Webinar

The future of the valve and actuator market

With the world economy facing a potential recession, doubts are mounting over the outlook for the industrial sector. What does this backdrop mean for valve and actuator consumption, this year, next year, and over the medium term? Which markets have the largest growth potential? Our annual Global Valve and Actuator Market Outlook, produced in partnership with the British Valve and Actuator Association, answers these questions.

Alexandra Hermann

Senior Economist

+44 (0) 203 910 8042

Alexandra Hermann

Senior Economist

London, United Kingdom

Alexandra is a Senior Economist on the Industry team where she is responsible for sectoral forecasts for the chemicals and pharmaceuticals industry and helps develop the team’s view on the global industrial outlook. She has also supported macroeconomic consulting projects such as developing scenario analyses for Accenture. Her role also involves contributing to bespoke industry consulting projects across a range of sectors such as chemicals, machinery, and energy.

Prior to joining Oxford Economics, Alexandra worked as an economic consultant for Cornerstone Research for over two years. At Cornerstone Research, she was involved in conducting qualitative research and quantitative analyses to support expert testimony in high-stakes litigation cases across a variety of sectors including energy, pharmaceuticals, and financial markets. Alexandra holds an MPhil in Economics from Oxford University and a BSc in Economics from the University of Mannheim. Alexandra is fluent in English and German.

Jeremy Leonard

Managing Director of Global Industry Services

+44 (0)207 910 8032

Jeremy Leonard

Managing Director of Global Industry Services

London

Jeremy Leonard is responsible for overseeing the work of the industry forecasting team and managing the operation and output of Oxford Economics’ Global Industry Model as well as related consultancy work.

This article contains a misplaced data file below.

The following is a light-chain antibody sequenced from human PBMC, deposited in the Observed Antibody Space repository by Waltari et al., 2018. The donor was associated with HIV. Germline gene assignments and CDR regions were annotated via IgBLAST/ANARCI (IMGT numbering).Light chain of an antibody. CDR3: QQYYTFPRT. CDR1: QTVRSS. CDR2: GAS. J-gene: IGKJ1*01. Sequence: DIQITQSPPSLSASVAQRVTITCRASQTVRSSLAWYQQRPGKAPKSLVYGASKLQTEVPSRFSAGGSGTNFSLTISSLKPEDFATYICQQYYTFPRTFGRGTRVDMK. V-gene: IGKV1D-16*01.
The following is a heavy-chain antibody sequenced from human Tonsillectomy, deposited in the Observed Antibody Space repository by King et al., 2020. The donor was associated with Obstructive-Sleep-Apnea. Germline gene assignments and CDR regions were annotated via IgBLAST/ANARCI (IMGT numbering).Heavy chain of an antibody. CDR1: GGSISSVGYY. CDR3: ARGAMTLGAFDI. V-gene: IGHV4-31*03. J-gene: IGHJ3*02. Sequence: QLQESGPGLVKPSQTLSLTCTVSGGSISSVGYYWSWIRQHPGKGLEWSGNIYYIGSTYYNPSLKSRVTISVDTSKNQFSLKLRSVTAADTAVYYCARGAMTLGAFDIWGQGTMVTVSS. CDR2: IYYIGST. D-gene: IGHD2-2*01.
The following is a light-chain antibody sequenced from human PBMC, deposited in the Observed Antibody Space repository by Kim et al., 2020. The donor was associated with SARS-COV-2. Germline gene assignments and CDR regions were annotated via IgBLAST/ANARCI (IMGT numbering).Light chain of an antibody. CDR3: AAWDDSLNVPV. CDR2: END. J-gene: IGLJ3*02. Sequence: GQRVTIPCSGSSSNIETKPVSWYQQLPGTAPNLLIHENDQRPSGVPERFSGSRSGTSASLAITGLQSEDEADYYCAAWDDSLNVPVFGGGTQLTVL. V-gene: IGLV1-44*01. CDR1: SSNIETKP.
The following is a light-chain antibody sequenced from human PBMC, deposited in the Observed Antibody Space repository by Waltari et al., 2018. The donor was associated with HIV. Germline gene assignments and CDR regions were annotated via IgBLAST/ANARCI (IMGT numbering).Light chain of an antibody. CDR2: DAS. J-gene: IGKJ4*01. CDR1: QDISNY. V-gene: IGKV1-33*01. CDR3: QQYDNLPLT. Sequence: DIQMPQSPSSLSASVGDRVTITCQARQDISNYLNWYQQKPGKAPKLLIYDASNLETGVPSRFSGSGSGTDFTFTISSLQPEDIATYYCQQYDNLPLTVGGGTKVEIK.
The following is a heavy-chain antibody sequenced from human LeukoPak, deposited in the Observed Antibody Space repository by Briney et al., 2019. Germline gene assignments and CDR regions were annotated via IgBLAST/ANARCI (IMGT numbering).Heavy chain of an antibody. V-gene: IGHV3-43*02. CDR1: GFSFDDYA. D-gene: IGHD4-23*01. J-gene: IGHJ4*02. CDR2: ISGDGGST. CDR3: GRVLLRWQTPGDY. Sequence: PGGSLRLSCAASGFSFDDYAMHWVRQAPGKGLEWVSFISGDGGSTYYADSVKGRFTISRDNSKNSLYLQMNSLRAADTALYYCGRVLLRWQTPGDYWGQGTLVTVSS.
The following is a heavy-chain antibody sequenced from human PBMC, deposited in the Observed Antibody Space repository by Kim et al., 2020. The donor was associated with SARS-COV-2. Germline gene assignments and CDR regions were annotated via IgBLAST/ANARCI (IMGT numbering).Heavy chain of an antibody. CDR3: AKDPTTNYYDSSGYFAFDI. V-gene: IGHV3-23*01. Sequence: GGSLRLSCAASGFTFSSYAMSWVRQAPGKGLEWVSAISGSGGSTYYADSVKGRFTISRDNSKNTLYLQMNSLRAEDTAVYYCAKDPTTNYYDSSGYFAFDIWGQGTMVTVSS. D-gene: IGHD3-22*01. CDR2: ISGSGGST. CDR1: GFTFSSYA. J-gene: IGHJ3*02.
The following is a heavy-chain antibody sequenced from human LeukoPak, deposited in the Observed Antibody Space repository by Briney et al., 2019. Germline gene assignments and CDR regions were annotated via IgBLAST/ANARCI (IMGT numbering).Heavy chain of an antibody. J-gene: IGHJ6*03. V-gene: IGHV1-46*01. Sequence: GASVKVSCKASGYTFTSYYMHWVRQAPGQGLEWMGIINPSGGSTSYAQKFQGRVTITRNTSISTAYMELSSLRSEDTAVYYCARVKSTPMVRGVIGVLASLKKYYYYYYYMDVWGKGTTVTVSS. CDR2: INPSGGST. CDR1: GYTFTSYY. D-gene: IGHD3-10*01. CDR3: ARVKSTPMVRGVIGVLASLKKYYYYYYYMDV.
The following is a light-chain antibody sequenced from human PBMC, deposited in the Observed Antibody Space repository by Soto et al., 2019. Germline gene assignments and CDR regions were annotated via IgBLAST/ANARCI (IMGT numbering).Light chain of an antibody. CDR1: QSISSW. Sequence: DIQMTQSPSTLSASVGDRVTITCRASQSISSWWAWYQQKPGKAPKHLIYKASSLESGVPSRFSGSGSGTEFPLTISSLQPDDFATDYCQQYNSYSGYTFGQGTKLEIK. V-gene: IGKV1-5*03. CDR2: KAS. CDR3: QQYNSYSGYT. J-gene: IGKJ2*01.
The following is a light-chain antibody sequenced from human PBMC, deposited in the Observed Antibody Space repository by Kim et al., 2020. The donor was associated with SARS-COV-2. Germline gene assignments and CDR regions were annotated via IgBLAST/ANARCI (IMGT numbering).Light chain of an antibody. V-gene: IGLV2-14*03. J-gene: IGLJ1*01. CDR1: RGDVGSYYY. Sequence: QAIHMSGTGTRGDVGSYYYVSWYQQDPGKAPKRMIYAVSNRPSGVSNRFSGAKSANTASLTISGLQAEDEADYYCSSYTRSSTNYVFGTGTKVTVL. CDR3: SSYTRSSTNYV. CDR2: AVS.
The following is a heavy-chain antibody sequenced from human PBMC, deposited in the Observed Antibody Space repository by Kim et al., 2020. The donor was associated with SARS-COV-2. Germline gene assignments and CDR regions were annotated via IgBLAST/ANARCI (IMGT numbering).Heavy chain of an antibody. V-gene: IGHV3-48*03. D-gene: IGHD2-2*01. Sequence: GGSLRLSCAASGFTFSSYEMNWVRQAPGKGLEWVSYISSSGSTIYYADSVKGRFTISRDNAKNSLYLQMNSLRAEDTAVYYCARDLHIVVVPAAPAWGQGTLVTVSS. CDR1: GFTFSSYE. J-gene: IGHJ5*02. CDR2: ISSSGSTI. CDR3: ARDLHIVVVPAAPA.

Jeremy’s knowledge and past experience span a broad range, including competitiveness and offshoring/reshoring, commodity price modelling, and applied economic research on sectors ranging from biotech to heavy manufacturing to telecoms. In addition to numerous recurring bespoke sales and output forecasts for industries as diverse as machine tools and consumer packaging, recent consulting assignments have included the drivers of competitiveness in the chemical sector, forward-looking analyses of high-growth sectors across a range of emerging economies, and the ways in which digital technologies are transforming economic activity across manufacturing and service sectors.

Prior to joining Oxford Economics, Jeremy ran his own consulting firm based in Montreal, Canada providing a variety of economic analysis and forecasting services related to commodity prices, competitiveness, and the Canadian and US economic outlooks for the Washington, DC-based Manufacturers Alliance for Productivity and Innovation, as well as serving as economic research director for the Montreal-based Institute for Research on Public Policy.

Born and raised in Washington, DC, Jeremy was educated at the University of Pennsylvania and McGill University, where he received his MA in Economics summa cum laude. He also speaks fluent French.

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